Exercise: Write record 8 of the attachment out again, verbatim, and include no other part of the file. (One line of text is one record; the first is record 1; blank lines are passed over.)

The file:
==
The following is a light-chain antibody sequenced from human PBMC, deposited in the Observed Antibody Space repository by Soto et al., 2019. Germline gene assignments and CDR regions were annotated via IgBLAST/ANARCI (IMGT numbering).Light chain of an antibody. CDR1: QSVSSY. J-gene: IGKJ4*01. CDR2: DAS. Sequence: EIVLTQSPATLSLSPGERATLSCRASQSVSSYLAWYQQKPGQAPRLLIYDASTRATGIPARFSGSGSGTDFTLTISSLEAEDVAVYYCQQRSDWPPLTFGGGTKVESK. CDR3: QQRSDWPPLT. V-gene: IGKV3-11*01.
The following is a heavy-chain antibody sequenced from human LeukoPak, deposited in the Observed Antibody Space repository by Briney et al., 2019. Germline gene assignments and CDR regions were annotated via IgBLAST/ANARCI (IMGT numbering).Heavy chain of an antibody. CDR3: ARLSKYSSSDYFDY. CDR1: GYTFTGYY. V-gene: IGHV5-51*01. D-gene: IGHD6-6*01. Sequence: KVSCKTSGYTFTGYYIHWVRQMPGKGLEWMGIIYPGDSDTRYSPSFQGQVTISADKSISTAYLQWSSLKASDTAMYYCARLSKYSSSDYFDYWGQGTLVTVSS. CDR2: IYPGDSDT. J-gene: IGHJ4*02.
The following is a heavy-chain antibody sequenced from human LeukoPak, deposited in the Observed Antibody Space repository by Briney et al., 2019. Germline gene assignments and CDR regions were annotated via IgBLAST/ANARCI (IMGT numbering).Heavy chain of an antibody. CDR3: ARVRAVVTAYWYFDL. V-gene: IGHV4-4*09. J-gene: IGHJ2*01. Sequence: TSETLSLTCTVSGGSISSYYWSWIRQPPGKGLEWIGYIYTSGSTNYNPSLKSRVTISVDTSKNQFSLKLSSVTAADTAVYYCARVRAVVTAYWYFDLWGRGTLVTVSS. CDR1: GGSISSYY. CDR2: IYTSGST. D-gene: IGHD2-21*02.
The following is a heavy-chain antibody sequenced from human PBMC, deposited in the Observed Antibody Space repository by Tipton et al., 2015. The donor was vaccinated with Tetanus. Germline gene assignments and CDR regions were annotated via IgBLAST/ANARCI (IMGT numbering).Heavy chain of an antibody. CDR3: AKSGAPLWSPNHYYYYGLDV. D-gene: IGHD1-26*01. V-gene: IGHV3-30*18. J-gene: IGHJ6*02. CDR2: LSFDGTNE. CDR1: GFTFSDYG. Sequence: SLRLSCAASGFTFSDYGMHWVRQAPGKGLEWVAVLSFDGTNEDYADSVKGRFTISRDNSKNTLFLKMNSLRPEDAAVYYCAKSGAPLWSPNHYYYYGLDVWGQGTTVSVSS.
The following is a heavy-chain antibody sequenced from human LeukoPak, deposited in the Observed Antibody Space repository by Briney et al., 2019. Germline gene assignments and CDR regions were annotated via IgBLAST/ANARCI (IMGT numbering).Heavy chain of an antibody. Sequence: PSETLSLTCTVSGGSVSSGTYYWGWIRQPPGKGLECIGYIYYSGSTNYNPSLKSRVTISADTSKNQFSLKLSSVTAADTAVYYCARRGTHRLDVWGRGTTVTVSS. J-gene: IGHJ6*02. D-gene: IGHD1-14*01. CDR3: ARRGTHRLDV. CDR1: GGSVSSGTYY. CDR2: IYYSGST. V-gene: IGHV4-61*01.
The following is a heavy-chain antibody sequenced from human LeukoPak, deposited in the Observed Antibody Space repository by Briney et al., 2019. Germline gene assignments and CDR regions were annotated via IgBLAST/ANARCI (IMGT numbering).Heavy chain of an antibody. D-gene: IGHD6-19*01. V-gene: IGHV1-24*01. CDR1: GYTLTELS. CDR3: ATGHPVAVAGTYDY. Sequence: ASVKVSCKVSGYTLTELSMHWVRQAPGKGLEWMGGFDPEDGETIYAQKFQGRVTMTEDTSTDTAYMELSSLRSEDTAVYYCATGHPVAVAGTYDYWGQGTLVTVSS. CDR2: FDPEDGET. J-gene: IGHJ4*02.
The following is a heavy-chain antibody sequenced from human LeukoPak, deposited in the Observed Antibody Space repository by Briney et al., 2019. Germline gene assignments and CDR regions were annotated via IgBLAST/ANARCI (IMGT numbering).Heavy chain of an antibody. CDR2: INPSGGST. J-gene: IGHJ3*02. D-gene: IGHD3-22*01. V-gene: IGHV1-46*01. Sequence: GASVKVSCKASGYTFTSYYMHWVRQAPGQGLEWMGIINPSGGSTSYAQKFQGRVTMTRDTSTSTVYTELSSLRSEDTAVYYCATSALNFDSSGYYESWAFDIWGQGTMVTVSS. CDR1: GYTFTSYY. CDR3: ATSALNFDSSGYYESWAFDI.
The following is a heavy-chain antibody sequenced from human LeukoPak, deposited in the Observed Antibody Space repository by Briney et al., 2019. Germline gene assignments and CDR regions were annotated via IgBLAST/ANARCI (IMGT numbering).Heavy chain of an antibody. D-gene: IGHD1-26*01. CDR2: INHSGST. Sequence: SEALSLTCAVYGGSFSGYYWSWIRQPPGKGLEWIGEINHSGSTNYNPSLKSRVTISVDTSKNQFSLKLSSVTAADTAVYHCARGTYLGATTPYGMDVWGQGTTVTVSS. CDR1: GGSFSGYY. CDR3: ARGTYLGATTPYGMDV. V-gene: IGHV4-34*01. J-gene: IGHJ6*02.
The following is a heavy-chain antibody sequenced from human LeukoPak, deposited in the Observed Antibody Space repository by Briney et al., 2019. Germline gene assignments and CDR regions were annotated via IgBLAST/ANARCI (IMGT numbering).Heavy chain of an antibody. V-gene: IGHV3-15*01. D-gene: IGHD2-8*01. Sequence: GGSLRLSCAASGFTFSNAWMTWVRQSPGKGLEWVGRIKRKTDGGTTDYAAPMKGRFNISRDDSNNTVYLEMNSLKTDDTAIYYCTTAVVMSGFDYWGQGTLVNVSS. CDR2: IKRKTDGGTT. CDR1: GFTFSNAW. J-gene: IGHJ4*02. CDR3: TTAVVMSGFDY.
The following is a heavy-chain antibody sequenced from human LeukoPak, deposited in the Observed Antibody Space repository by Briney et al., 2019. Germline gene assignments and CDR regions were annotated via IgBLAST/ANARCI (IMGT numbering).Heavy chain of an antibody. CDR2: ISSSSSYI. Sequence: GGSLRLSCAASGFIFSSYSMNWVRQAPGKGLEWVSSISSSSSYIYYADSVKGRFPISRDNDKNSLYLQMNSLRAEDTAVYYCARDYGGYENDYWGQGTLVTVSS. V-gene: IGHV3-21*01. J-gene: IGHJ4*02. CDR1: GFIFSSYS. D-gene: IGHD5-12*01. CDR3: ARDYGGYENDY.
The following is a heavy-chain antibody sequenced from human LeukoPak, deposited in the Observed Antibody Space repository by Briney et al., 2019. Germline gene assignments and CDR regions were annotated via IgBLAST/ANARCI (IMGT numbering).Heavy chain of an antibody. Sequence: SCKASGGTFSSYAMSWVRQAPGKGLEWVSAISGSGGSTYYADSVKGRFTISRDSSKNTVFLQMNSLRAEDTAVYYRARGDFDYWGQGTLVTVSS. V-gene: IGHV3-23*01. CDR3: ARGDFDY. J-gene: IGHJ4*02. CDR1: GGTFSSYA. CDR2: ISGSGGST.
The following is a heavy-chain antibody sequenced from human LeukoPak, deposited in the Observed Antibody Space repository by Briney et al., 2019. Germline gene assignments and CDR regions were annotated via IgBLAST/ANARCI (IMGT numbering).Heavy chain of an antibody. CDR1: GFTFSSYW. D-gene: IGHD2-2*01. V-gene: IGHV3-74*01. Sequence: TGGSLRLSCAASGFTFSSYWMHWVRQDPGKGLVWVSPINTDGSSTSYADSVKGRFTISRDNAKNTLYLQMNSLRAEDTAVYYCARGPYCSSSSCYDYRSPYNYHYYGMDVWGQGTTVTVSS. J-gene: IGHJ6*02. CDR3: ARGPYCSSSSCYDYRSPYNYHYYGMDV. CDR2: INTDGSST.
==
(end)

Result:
The following is a heavy-chain antibody sequenced from human LeukoPak, deposited in the Observed Antibody Space repository by Briney et al., 2019. Germline gene assignments and CDR regions were annotated via IgBLAST/ANARCI (IMGT numbering).Heavy chain of an antibody. D-gene: IGHD1-26*01. CDR2: INHSGST. Sequence: SEALSLTCAVYGGSFSGYYWSWIRQPPGKGLEWIGEINHSGSTNYNPSLKSRVTISVDTSKNQFSLKLSSVTAADTAVYHCARGTYLGATTPYGMDVWGQGTTVTVSS. CDR1: GGSFSGYY. CDR3: ARGTYLGATTPYGMDV. V-gene: IGHV4-34*01. J-gene: IGHJ6*02.